• Socks:Always wear dark dress socks instead of athletic socks. It’s fine if they’re fun or patterned.
  • Shoes: Formal shoes, loafers or ankle boots in leather or suede. Don’t wear boat shoes or sneakers.
  • Accessories: Wear a coordinating leather belt in black or brown. A wristwatch is a nice addition if you have a decent one (not one that looks too rugged or sporty). Unless you know for sure it’s the norm, don’t wear a lot of jewelry – for example, don’t layer bracelets and wear a bunch of chunky rings.
  • Outerwear: Weather-appropriate sweaters, jackets, trench coats or peacoats. Don’t wear sweatshirts or athletic jackets.

A Quick Note About Color Choice

When choosing your business casual wardrobe, stick to earth tones and neutrals, not including white. Safe colors include gray, black, tan, brown, dark blue and dark green. Avoid camouflage, pastels and vibrant colors.

What is Business Casual for Women?

Here are the elements of a business casual wardrobe for women:

  • Shirt: Blouses, plain shirts, polos, cardigans, sweaters or turtlenecks. Sleeveless shirts are okay if they have a collar, and you may want to pair a sleeveless top with a cardigan, blazer or jacket. Choose monotone colors or non-outrageous patterns.
  • Pants: Corduroy pants, dress pants, khakis or trousers in gray or black. Your company may be okay with cropped pants, too.
  • Dresses and Skirts: They should fall three inches above the knee or longer. Avoid sundresses – the material is too thin and light to be professional.
  • Hosiery and Socks: You can wear hosiery or tights if you want, but it’s not crucial. For socks, stick with formal ones instead of athletic ones.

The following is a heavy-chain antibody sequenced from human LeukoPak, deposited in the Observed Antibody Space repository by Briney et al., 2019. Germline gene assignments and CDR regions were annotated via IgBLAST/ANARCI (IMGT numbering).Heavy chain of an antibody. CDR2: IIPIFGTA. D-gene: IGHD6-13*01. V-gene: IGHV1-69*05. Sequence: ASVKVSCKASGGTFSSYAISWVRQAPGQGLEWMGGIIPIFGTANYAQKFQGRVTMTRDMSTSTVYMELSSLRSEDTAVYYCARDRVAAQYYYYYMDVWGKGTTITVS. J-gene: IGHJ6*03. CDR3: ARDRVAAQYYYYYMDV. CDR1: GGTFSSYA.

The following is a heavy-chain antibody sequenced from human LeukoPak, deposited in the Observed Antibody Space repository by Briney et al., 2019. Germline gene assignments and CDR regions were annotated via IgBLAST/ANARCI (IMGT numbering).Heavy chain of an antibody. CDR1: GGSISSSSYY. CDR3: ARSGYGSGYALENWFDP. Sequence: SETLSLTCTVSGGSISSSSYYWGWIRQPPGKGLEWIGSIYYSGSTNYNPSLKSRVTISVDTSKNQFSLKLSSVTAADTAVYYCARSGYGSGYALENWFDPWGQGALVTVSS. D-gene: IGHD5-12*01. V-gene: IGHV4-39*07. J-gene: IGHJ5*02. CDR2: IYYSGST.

• Shoes: Close-toe flats, open-toe formal shoes, leather shoes or heels. Don’t wear flip flops, sandals, sneakers or casual boots. In general, your business casual shoes should cover most of your foot.
  • Accessories: Light jewelry and a simple purse. If you wear a shirt tucked into trousers, wear a coordinating belt. Scarves are fine to wear but stick with the same color and pattern recommendations as shirts.
  • Outerwear: Weather-appropriate sweaters, jackets, trench coats or peacoats. Don’t wear sweatshirts or athletic jackets.

What is Business Casual? Gray Areas and What Not to Wear

There are a few iffy clothing items that are sometimes okay – and sometimes not. Here are the business casual gray areas, plus a list of pieces you should never wear.

Polos

There’s a bit of a gray area when it comes to wearing a polo for business casual, particularly for men. If you’re absolutely sure polos are fine for your job’s business casual attire, then it’s okay. It’s also okay if you’re at a casual work event, like an office BBQ. In general, though, when you wear a polo, you run the risk of looking too casual in a room full of more structured business casual attire. Women, on the other hand, can almost always get away with a polo, especially if it’s well-structured.

Jeans

Jeans are another gray area. Blue jeans with holes in the knees? Of course not. However, your job may be fine with tailored jeans in gray, black or very dark blue, so it’s a judgment call.

Sneakers

For the most part, sneakers are on the “never” list for both men and women, but there is an exception: sneakers made of canvas or leather may be okay if your workplace veers to the more casual side of business casual and if they look more shoe than athletic sneaker.

Ties and Cufflinks

You’re not at all required to wear a tie when dressing business casual, but you can if you want to. If you wear a tie with your shirt, you’re not required to wear a jacket, and if you wear a blazer or sport coat, don’t feel pressure to wear a tie. Same goes for cufflinks – they aren’t necessary, but if you like them, go for it.

Hats

For both men and women, don’t wear a head covering or hat, aside from those for cultural or religious purposes.

What Not to Wear

Here’s a list of clothing items that you should definitely not wear: